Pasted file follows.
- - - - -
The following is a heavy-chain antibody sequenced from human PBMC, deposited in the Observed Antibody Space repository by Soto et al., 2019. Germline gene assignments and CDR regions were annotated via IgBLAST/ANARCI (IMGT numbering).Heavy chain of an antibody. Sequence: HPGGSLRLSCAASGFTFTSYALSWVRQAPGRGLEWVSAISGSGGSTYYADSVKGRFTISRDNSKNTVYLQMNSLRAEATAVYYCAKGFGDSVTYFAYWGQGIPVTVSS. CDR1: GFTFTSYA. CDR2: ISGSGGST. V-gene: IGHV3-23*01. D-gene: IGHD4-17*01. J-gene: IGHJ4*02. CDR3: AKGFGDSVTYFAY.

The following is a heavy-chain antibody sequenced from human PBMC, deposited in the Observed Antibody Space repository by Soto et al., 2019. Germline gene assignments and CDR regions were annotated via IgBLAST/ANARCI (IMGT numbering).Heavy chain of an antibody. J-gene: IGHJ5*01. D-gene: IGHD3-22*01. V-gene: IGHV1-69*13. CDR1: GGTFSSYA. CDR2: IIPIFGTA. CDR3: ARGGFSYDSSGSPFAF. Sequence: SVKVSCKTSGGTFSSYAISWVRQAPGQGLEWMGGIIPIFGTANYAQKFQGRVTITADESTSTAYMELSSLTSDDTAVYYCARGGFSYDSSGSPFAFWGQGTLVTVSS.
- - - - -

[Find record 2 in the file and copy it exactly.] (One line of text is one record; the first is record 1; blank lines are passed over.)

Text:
The following is a heavy-chain antibody sequenced from human PBMC, deposited in the Observed Antibody Space repository by Soto et al., 2019. Germline gene assignments and CDR regions were annotated via IgBLAST/ANARCI (IMGT numbering).Heavy chain of an antibody. J-gene: IGHJ5*01. D-gene: IGHD3-22*01. V-gene: IGHV1-69*13. CDR1: GGTFSSYA. CDR2: IIPIFGTA. CDR3: ARGGFSYDSSGSPFAF. Sequence: SVKVSCKTSGGTFSSYAISWVRQAPGQGLEWMGGIIPIFGTANYAQKFQGRVTITADESTSTAYMELSSLTSDDTAVYYCARGGFSYDSSGSPFAFWGQGTLVTVSS.